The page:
It is critical to realize that obesity will follow a life cycle. Infants of obese/GDM mothers have a high chance of becoming obese youngsters who in turn become obese teenagers. Unfortunately, girls who are obese teenagers may become obese/GDM mothers, thereby closing the loop of the obesity life cycle (11). Health care providers are obligated to try to intervene at all possible points of the cycle to prevent obesity in their pediatric patients. Prevention seems to be more effective than treatment.

In closing, the pediatric health care provider should have a higher level of vigilance for this special group of at-risk infants in early life. "Red flags" should be raised when you encounter any infants who are SGA, LGA, or “obese AGA.” Additionally, if the infants' mothers are obese, have gained an excessive amount of weight during their pregnancy or have a history of diabetes mellitus or gestational diabetes, a prudent approach for these at-risk infants and their families would include the following measures:

1. Breastfeed exclusively for at least six months and preferably for 12 months.

2. Delay introduction of solids or complementary foods, with or without breastfeeding, for at least the first six months.

3. Encourage the intake of fruits and vegetables by infants older than 6 months, toddlers, and young children. In other words, encourage fruits and vegetables for EVERYBODY!

4. Let children determine the amount of food they eat, but let the parents ensure that the youngsters have a healthy variety of foods to eat. Psychologists call this the authoritative approach―it is very effective and is associated with the least amount of obesity in the children studied.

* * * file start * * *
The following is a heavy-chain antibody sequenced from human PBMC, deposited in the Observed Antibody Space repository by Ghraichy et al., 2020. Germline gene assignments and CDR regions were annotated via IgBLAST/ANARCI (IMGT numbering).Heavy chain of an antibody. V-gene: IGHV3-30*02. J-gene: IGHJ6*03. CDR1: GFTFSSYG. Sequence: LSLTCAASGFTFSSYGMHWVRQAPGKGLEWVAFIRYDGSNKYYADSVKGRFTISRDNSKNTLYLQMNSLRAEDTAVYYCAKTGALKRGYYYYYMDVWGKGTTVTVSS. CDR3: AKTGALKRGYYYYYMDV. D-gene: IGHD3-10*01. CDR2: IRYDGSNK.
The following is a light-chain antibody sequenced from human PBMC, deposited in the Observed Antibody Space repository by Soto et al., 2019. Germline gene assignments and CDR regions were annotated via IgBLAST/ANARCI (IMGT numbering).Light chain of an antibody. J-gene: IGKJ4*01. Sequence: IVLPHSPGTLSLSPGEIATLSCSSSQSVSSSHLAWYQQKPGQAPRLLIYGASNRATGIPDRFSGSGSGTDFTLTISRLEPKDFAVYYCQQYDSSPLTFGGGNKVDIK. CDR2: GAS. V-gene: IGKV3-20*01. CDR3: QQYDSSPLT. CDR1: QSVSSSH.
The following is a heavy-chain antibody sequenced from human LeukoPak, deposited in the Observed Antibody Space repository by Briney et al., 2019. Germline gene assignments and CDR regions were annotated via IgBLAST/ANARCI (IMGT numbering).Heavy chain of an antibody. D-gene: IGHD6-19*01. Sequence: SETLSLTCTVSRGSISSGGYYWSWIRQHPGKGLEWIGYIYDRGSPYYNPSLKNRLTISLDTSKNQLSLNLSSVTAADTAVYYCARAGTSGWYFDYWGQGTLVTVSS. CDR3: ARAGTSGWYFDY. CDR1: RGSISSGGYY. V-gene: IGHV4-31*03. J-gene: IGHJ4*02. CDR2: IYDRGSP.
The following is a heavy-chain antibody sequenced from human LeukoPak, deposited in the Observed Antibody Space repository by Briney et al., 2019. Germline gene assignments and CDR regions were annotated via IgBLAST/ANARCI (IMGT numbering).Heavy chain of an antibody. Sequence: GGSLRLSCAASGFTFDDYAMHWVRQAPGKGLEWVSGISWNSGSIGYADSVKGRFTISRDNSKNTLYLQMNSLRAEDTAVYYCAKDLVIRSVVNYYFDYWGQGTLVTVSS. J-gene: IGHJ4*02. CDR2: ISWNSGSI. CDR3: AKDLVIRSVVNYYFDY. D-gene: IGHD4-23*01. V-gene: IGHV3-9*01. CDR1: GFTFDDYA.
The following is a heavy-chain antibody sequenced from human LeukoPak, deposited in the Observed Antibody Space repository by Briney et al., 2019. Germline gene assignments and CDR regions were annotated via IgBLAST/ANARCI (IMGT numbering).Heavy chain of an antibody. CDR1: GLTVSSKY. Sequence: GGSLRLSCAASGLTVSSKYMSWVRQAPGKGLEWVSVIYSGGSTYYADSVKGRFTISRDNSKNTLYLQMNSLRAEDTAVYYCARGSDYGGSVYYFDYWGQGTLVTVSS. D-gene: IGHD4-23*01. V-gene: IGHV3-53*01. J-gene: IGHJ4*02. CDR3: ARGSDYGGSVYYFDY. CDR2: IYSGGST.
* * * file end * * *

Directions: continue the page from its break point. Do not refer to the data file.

5. Monitor maximum portions. Children's caloric needs, as well as appropriate portion sizes, vary with age. Included are recommendations from the U.S. Department of Agriculture Center for Nutrition Policy and Promotion regarding recommended calorie intake and serving sizes.

6. Encourage patients’ families to set up safe and comfortable areas in their homes so that infants who are already crawling have the opportunity to crawl to their hearts' delight. Likewise, give toddlers and early preschoolers the opportunity to play and be active.



1. Boney CM, Verma A, Tucker R, Vohr BR. et al. Metabolic syndrome in childhood: association with birth weight, maternal obesity, and gestational diabetes mellitus. Pediatrics. 2005;115(3):e290-e296.

2. Catalano PM, Ehrenberg H. The short- and long-term complications of maternal obesity on the mother and her offspring. Br J Obstet Gynaecol. 2006;113:1126-1133.

3. Catalano PM, Thomas A, Huston-Presley L, Amini SB. Phenotype of infants of mothers with gestational diabetes. Diabetes Care. 2007;30(suppl 2):S156-S160.

4. Conway DL. Obstetric management in gestational diabetes. Diabetes Care. 2007;30(suppl 2): S175-S179.

5. Baird J, Fisher D, Lucas P, Kleijnen J, Roberts H, Law C. Being big or growing fast: systematic review of size and growth in infancy and later obesity. BMJ. 2005;331(7522):929-932. 

6. Ong KK, Ahmed ML, Emmett PM, Preece MA, Dunger DB. Association between postnatal catch up growth and obesity in childhood: prospective cohort study. BMJ. 2000;320(7244):1244-1247.

7. Ong KK. Catch up growth in small for gestational age babies: good or bad. Curr Opin Endocrinol Diabetes Obes. 2007;14(1):30-34.

8. Stettler N, Zemel BS, Kumanyika S, Stallings VA. Infant weight gain and childhood over status in a multicenter, cohort study. Pediatrics. 2002;109(2):194-199.

9. Harder T, Bergmann R, Kallischnigg G, Plagemann A. Duration of breastfeeding and risk of overweight: a meta-analysis. Am J Epidemiol. 2005;162(5):397-403.

10. Daniels S, Greer FR; Committee on Nutrition.  Lipid screening and cardiovascular health in childhood. Pediatrics. 2008;122(1):198-208. 

11. Kral JG. Preventing and treating obesity in girls and young women to curb the epidemic. Obes Res. 2004;12:1539-1546.